Agency is that sense that we can manage the thing in front of us. Agency tells us that we can try different things, and eventually figure out what will work best. Agency says hey, I’ve got this, one way or another. Everybody knows that feeling. Anxiety is just the opposite. Anxiety says what if I can’t manage this, no matter what I do? What if this thing overwhelms me, messes up my life? What if I never figure this out? (You see the “what if?” motif here?)

Everybody has agency in some part of their lives. Everybody carries some anxiety in some part of their lives. I, for example, have agency in dealing with conflict. I didn’t always. I used to be scared to death of people arguing and fighting. I felt hopeless, awkward, scared, and when I couldn’t get away from conflict I could get pretty angry.

But I learned, over time, that I had way more agency with conflict than I ever understood. I first learned a little agency with conflict situations when I learned that listening seemed to go a long ways to defusing another person’s anger – and my own, when I was really heard. I learned a little more when I began to just have my anger, hurt, whatever I was feeling, without trying to shut it down or punish myself for having those feelings.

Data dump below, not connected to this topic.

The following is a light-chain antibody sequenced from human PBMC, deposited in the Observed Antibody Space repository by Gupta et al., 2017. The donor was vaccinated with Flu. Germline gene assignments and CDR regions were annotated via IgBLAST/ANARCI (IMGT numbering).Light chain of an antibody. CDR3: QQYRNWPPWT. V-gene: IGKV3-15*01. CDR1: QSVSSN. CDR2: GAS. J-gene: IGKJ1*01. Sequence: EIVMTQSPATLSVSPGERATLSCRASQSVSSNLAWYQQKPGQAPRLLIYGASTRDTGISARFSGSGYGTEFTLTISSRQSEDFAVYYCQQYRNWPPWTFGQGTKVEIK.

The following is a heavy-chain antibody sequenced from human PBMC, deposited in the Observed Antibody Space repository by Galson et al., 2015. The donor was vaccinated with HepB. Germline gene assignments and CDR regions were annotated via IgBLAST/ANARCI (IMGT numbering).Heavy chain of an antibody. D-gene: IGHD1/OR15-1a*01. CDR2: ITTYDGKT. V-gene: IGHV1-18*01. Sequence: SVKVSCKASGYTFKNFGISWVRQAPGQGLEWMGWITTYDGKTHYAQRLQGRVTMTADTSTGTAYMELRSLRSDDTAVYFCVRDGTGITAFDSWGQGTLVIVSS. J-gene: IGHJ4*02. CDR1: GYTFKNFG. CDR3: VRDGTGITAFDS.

I learned still more agency when I began to actually consider what made conflict workable for me – i.e., I began to negotiate some ground rules with the people I needed to fight with. That took a little time – it was very new and felt risky – but it worked, again and again. (There were some magnificent failures too – but that was part of learning agency as well.)

And suddenly (not really, but it surprised me when it happened) I had the real sense that I could deal with conflict with some skill and grace. Not perfectly. Not without making yet more mistakes. And of course it takes two to tango when it comes to conflict! Nevertheless I had developed a sense of ability, of agility and skill, when it came to conflict.


Where Do YOU Have Agency – and Where Don’t You?

So I leave you today with these questions:

  1. Where do you have a sense of agency when it comes to conflict? What do you already think you do well, feel semi-skillful about?

  2. Where don’t you feel like you have a sense of agency when it comes to conflict?

  3. What is one simple thing you could do to increase your sense of agency when it comes to conflict? One small move, one simple practice?

Of course this isn’t limited to conflict. It can be applied to anything in human experience. I, myself, have determined that I’m going to get a sense of agency when it comes to learning Spanish. 35 years of trying the textbook-and-classroom approach has left me almost entirely without a sense of agency for learning Spanish! So I’m going to try some new approaches, and come at agency for this goal from some different directions…

And if you’d like to have some discussion about this subject of anxiety vs. agency hit me up – I’d love to talk about this more with you. Agency is something we can learn. About anything. I'm going to discuss examples of gaining agency with conflict in my next post -


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Erik Kieser
The Conflict Guru

1-408-497-0040 (text, call, or message)

erik.kieser@yahoo.com

Los Angeles, CA